A television ad supporting Proposition 8 implies that gay marriage would have to be "taught" in California public schools unless the right of same-sex couples to marry is overturned. It makes me wonder: What exactly do you teach when you teach gay marriage? How to get same-sex weddings announced in the New York Times?
And, wait a second: If gay marriage would have to be taught, is heterosexual marriage already in the curriculum? Do teachers say "Today, boys and girls, we're going to learn about passive aggressive behavior related to laundry"? Are there workbook exercises called "Ten things I'm accusing you of that really have to do with my own insecurities"? And don't those lessons already cross over to gay marriage?
As it turns out, the only thing in the education code related to marriage has to do with teaching "the legal and financial aspects and responsibilities of marriage and parenthood." Moreover, it's only a requirement for school districts seeking state funds for health education, which not every school does.
In other words, no matter what happens with Proposition 8, "Secrets for Meeting and Marrying the Same-Sex Partner of Your Dreams" won't make the syllabus, at least not because of the education code the ad references. Granted, if gay marriage remains legal, a thoughtful teacher (especially of older kids) might see fit to acknowledge that fact. Call me a latte-drinking, Volvo-driving, personal-responsibility-touting lunatic, but that sounds pretty reasonable, because in so doing, he or she would be conveying the fact that no one, regardless of sexual orientation, is off the hook when it comes to marriage's legal and financial aspects.
As for the Proposition 8 supporters who apparently fear that such discussions would be tantamount to promoting gay marriage -- how can I say this without hurting your feelings? Perhaps your invitation to the popular culture's collective and ongoing celebration of same-sex matrimony has been lost in the mail, because I don't see how you could think that kids haven't already been "indoctrinated."
Let's see: There was People magazine's cover story about the wedding of Ellen DeGeneres and Portia de Rossi, and Brad Pitt's announcement that he won't marry his partner, Angelina Jolie, until "everyone else in the country who wants to be married is legally able." (Pitt also donated $100,000 to fighting Proposition 8.) There was that run on San Francisco City Hall the first time it was legal -- with pictures of happy couples all over every kind of news media. And then the second coming of all that, when the state Supreme Court weighed in.
Still, just because gay marriage is nothing new for the general public doesn't mean kids necessarily understand the complete concept. But that doesn't have as much to do with homosexuality as it does with the fact that some young people can't tell the difference between getting married and going on a really long date. So maybe marriage class should be mandatory -- with an emphasis not on gay or straight but, rather, "wait!" (As in, "until you're older.")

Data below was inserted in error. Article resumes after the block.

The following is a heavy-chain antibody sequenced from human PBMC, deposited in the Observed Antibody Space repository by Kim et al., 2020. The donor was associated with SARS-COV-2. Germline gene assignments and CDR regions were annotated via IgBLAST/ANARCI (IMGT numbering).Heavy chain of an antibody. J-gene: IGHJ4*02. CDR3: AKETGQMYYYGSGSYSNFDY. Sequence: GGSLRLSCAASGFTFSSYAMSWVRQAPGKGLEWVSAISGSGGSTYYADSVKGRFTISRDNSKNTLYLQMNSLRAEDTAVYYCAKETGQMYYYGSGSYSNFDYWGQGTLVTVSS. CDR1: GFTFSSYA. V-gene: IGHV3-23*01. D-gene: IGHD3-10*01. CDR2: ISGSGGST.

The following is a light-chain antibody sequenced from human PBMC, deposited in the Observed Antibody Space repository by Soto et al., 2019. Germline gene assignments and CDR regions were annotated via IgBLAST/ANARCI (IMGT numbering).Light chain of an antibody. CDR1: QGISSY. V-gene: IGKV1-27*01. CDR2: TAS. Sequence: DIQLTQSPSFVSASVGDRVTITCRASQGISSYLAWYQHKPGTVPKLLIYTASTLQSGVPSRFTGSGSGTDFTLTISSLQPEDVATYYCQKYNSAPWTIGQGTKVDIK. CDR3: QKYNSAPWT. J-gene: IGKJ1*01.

As inundated as young people are with superficial, misleading and often incredibly tacky messages about sex, they're barraged with equally superficial, misleading and often incredibly tacky messages about marriage. Don't believe me? Watch the Wedding Channel for just five minutes.
Of course, in many ways it was always thus -- or at least it has been since Queen Victoria transformed the white wedding gown from a garment into a genre -- the lavish "white wedding" -- unto itself. One cable wedding show, MTV's "Engaged and Underage," follows very young couples in the weeks before their weddings, and takes such a starry-eyed view of taffeta dresses and towering cakes that no amount of sobering "aftermath" footage can counteract the ultimate effect: glorifying what may well be the biggest mistake these kids will ever make.
Oh, and by the way, "Engaged and Underage" has featured a 19-year-old lesbian couple who met on MySpace and got engaged six weeks later. That's ground- breaking stuff, mostly because it proves that marriage-related stupidity isn't just for straight people anymore.
And that's why students need marriage-ed. They need it because we're being taught to associate marriage not with permanent commitment but with social status, diamond rings, gifts, throwing a big party and, for women, wearing a dress that doesn't necessarily fit through the door. As a result, many teens of all sexual orientations (and many adults too) not only confuse sex with love, they confuse the long-term implications of marriage with the short-term gratification of wedding and honeymoon planning.
No matter what happens with Proposition 8, the way the education code is worded, it's unlikely that a lot of classroom time will ever get devoted to thinking deeply about marriage of any brand. That's a shame, because what students desperately need to be steered toward is not straight marriage or gay marriage but grown-up marriage. Now that would be radical.